Friday, 24 September 2021

Workshop on Capture-Mark-Recapture analysis 2021!

We open the subscriptions to the workshop on Capture-Mark-Recapture analyses.

Photo: J Atero
Two CMR courses in a row:
1 - Introductory course (23-26 November, 15 places)
2 - Multievent course (29 November - 1 December, 15 places).
Pick up your level or join both !!! 

More information here

This introductory course aims to introduce students, researchers and environmental managers to the theory and practical aspects of the analysis of capture-mark-recapture and –recovery data to estimate survival, recruitment and dispersal probabilities. The course is based on theoretical classes as well as practical sessions with real and simulated data. The format of the course will be a combination of lectures and computer lab exercises with programs MARK, U-CARE and R (optional). No previous knowledge of these programs is needed.

MULTIEVENT : ... ourse.html
This course aims to provide participants with a solid background in the theory and practices of capture-recapture analysis with a specific emphasis on multievent data and models. Multievent models are a natural generalization of the multisite models. Contrary to multisite models, the uncertainty in sate assessment such as breeder, diseased, causes of death or capture heterogeneity can be incorporated into the analysis. They can be used to address fine questions on epidemiology, conservation and hidden biological processes. The format of the workshop will be a combination of lectures and computer lab exercises with the programs E-SURGE (or R2ESURGE) and U-CARE. No previous knowledge is needed although experience with CMR data and R-programming will be useful.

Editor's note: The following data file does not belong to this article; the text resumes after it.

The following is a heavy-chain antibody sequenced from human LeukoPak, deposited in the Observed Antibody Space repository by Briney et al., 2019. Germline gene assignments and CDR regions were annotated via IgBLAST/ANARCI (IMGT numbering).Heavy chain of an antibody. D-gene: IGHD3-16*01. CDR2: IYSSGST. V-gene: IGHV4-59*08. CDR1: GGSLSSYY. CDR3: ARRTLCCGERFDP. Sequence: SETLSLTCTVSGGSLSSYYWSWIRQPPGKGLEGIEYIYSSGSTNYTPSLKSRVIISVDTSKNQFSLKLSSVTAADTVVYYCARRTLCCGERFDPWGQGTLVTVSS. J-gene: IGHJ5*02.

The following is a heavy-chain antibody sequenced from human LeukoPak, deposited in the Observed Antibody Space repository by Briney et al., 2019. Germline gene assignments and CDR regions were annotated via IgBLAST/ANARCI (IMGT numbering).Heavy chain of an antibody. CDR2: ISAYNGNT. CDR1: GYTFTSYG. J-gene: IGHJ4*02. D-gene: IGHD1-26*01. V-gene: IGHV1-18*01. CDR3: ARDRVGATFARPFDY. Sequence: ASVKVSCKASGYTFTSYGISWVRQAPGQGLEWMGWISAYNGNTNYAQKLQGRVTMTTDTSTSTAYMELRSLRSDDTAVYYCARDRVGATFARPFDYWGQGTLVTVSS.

Monday, 20 September 2021

ECOPIC on Mallorcan vulture!

Cortés-Avizanda, A. and Tavecchia, G. 2021. New arrivals: natural colonization of an island by a large vertebrate. EcoPics 419 Front Ecol Environ doi:10.1002/fee.2398

The arrival of the Griffon vulture in Mallorca and the associated research project has been highlighted on the ECOPIC section of Fronters in Ecology and Environment here.

Wednesday, 15 September 2021

New Publication on Lizard Body size differences!

Rotger, A., Igual, J.M., Genovart, M., [...], Tavecchia, G. 2021.  Contrasting Adult Body-Size in Sister Populations of the Balearic Lizard, Podarcis lilfordi (Günther 1874) Suggests Anthropogenic Selective Pressures. Herpethological Monograph  35: 53-64. 

Summary: Recently isolated populations offer a good biological model to infer the evolutionary forces responsible for the current divergences across populations. We coupled genetic, morphometric, ecological, and demographic analyses from three island populations of the endemic Balearic Wall Lizard, Podarcis lilfordi, (Balearic archipelago, Spain) to infer the mechanisms underlying the observed differences in body size. For each population, we described plant community structure, derived a biotic capacity index, and used individual-based data on 1369 lizards captured and released during 6 yr (2009–2015) to estimate population density and body growth patterns.